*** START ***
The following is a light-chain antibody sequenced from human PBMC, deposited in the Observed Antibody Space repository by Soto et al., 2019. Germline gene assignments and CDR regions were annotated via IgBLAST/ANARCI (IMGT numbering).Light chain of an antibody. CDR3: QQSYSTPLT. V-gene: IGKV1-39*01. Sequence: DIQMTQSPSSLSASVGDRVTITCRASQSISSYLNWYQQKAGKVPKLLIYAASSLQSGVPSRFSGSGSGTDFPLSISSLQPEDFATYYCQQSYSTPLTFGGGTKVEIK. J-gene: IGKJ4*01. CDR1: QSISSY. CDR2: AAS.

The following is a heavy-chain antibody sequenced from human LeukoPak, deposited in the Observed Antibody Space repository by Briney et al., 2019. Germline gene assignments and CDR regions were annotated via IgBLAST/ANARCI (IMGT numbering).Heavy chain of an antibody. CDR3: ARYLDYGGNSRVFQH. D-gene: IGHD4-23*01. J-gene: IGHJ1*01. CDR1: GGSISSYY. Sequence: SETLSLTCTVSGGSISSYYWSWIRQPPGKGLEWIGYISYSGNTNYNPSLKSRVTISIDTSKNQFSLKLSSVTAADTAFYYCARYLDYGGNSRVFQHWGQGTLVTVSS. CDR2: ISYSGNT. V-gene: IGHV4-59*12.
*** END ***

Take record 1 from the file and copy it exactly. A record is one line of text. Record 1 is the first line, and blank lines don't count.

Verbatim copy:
The following is a light-chain antibody sequenced from human PBMC, deposited in the Observed Antibody Space repository by Soto et al., 2019. Germline gene assignments and CDR regions were annotated via IgBLAST/ANARCI (IMGT numbering).Light chain of an antibody. CDR3: QQSYSTPLT. V-gene: IGKV1-39*01. Sequence: DIQMTQSPSSLSASVGDRVTITCRASQSISSYLNWYQQKAGKVPKLLIYAASSLQSGVPSRFSGSGSGTDFPLSISSLQPEDFATYYCQQSYSTPLTFGGGTKVEIK. J-gene: IGKJ4*01. CDR1: QSISSY. CDR2: AAS.